Open Access
This article is

- freely available
- re-usable

*Energies*
**2018**,
*11*(12),
3520;
https://doi.org/10.3390/en11123520

Article

Smart Meter Forecasting from One Minute to One Year Horizons

CRS4, Center for Advanced Studies, Research and Development in Sardinia, loc. Piscina Manna ed. 1, 09010 Pula (CA), Italy

^{*}

Author to whom correspondence should be addressed.

Received: 20 November 2018 / Accepted: 13 December 2018 / Published: 18 December 2018

## Abstract

**:**

The ability to predict consumption is an essential tool for the management of a power distribution network. The availability of an advanced metering infrastructure through smart meters makes it possible to produce consumption forecasts down to the level of the individual user and to introduce intelligence and control at every level of the grid. While aggregate load forecasting is a mature technology, single user forecasting is a more difficult problem to address due to the multiple factors affecting consumption, which are not always easily predictable. This work presents a hybrid machine learning methodology based on random forest (RF) and linear regression (LR) for the deterministic and probabilistic forecast of household consumption at different time horizons and resolutions. The approach is based on the separation of long term effects (RF) from short term ones (LR), producing deterministic and probabilistic forecasts. The proposed procedure is applied to a public dataset, achieving a deterministic forecast accuracy much higher than other methodologies, in all scenarios analyzed. This covers horizons of forecast from one minute to one year, and highlights the great added value provided by probabilistic forecasting.

Keywords:

load forecasting; smart meter; time series forecasting; machine learning; energy prediction## 1. Introduction

New challenges for the efficient management of the power distribution system are posed by the ongoing deregulation of power distribution in many countries, the growing distributed power generation from renewable sources, the introduction of distributed energy storage systems and the increasing diffusion of electric vehicles. Smart grids offer a viable solution through unprecedented flexibility in energy generation and distribution [1].

Over the last decade, a growing number of smart meters have been installed worldwide. These, together with the communication and data management network, constitute the advanced metering infrastructure (AMI) that will play a fundamental role in electrical distribution systems, by recording user load profiles, enabling two-way communication between the user and the distributor and allowing smarter systems for the management of energy resources [2].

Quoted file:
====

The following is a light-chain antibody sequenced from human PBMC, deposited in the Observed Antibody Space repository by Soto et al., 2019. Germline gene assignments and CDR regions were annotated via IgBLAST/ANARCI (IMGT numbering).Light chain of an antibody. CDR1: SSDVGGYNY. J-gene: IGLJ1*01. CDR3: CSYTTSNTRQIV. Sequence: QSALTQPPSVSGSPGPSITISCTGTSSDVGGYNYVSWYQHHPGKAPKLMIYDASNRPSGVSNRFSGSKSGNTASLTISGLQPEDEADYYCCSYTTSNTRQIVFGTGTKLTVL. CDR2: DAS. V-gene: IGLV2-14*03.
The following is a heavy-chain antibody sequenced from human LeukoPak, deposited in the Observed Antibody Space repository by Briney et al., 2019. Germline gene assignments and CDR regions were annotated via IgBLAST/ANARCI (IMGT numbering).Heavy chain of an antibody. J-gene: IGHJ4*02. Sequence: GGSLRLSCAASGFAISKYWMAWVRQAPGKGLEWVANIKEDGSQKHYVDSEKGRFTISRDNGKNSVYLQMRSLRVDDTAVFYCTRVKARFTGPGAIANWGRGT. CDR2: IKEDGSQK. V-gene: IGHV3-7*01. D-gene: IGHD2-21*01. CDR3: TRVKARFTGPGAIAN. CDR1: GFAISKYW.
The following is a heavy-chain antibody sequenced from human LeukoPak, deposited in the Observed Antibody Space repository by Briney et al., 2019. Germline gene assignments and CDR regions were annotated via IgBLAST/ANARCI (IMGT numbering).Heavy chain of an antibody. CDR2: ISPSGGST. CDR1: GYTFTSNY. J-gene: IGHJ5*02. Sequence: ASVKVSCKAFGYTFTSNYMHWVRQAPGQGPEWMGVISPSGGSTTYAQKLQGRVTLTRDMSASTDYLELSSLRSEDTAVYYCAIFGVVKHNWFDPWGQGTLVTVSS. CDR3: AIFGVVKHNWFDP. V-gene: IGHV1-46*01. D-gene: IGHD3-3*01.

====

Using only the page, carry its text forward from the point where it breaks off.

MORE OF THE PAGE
How to use the volume of data from smart meters to promote and improve efficiency and sustainability of demand has become a major research topic worldwide [3]. Control decisions for the smart grid should be made continuously at both the aggregate and granular levels. To achieve this and ensure network reliability, the ability to predict future demand is of paramount importance.

Load forecasts have been widely used by the electrical sector. Power distribution companies rely on forecasts with different time horizons to support both system operability and planning. Retail electricity suppliers are making pricing, procurement and hedging decisions based largely on the expected load of their customers.

In recent years, moreover, there has been a steady trend towards the electrification of energy consumption, linked to the need for greater use of renewable energy sources, which results in a load profile increasingly characterized by the presence of peaks in consumption due to human behavior, that can lead to problems for electricity providers [4]. The presence of peaks in consumption and generation linked to human behaviour and renewable sources leads to the research of mitigation techniques, for example using a variable pricing system that pushes users to plan as much as possible the use of energy resources, in addition to the use of distributed storage systems, as tested in the project H2020 NETfficient, in which the techniques described in this work have found application [5].

The value that smart meters bring to load forecasting and more generally to the energy distribution system is manifold. First, smart meters enable distribution companies and electricity retailers to better understand and predict the load on a single house or building. Secondly, the high granularity of the load data provided by smart meters offers great potential for improving aggregate forecast accuracy [3]. In addition, the forecast of energy consumption over time allows property and building managers to plan energy consumption over time, shifting energy use to off-peak periods, improving energy purchase plans, and allowing them to assess their consumption habits, identifying possible margins.

Since the household loads are more volatile than the aggregate load, the higher the load level, the more uniform the profile is and the less uncertain the forecast is. The energy forecast at the smart meter level is not a trivial problem, as it depends on the complexity of the energetic behavior of the building, in turn related to climatic conditions and to the operation of lighting systems and HVAC (heating, venting and air conditioning), but especially for the difficulty in predicting the behavior of the occupants, influenced by multiple social factors [6,7].